The term Geordie refers to someone who has been raised in and around the city of Newcastle and the accompanying counties of Tyneside.
Many people would have heard this term being used to describe the followers and supporters of the Newcastle United Football Club as they are often labeled as Geordies by sports commentators and newspaper journalists.
The known rivals of Newcastle United FC, Sunderland were once also known as Geordies, until football rivalry forced the Sunderland crowd to break away from the term in and around the late 1980s, as they did not want to be associated with Newcastle in any way.
If you have never heard someone speak in a strong Geordie accent before, it may come as a shock to you and you may find some words difficult to comprehend.
Here we will give you some common examples of spoken terms used in the Geordie dialect: ‘alreet’ (alright), ‘hyem’ (home) and ‘nowt’ (nothing).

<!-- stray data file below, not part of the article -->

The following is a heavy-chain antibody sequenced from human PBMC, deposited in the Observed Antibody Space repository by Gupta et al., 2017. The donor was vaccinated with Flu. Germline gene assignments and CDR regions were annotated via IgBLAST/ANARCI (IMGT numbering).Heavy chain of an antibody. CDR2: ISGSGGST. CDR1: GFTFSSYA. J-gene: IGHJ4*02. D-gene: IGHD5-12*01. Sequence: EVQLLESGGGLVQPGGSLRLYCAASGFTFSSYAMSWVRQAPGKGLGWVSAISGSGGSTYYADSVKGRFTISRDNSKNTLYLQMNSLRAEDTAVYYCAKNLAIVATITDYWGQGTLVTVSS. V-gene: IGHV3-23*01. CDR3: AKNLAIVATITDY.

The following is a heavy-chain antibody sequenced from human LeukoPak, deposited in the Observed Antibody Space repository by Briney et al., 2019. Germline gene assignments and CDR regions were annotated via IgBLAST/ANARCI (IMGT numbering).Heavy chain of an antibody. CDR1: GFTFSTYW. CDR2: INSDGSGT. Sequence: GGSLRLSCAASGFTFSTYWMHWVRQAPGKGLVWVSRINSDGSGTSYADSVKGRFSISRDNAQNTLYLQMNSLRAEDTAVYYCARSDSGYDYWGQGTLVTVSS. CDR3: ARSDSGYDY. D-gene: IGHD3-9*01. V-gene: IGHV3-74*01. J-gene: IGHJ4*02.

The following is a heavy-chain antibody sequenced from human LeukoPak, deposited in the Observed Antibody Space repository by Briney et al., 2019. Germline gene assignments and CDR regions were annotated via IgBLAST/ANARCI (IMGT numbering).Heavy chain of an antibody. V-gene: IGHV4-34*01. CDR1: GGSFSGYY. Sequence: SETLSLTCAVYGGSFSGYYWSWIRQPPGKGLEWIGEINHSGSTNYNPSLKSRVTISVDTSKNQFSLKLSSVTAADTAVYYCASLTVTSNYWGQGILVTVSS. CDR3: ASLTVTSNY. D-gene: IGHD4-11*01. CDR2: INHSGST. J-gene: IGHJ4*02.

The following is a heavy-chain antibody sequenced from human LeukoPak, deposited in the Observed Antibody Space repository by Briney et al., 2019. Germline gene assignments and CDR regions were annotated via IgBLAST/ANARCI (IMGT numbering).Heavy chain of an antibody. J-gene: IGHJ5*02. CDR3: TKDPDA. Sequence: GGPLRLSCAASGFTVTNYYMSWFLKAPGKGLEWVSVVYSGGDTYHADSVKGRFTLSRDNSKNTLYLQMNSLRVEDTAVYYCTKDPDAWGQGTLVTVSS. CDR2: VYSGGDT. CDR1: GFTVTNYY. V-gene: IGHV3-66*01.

A lot of the elements of this vocabulary have been inherited from Old English, whereas the lower end of the country has updated to Standard English phrases, this could be because the north was not as affected by the Norman Conquest compared to how the south was.
There are a few arguments over where the actual term Geordie originally derived from, all of the theories have little evidence to be able to prove the true origin.
Some say that it is because miners in the area used to use lamps named Geordie Safety Lamps that had been designed by George Stephenson around 1895 while other mining communities in the surrounding area used Davy Lamps, which made a dissimilarity amongst the communities.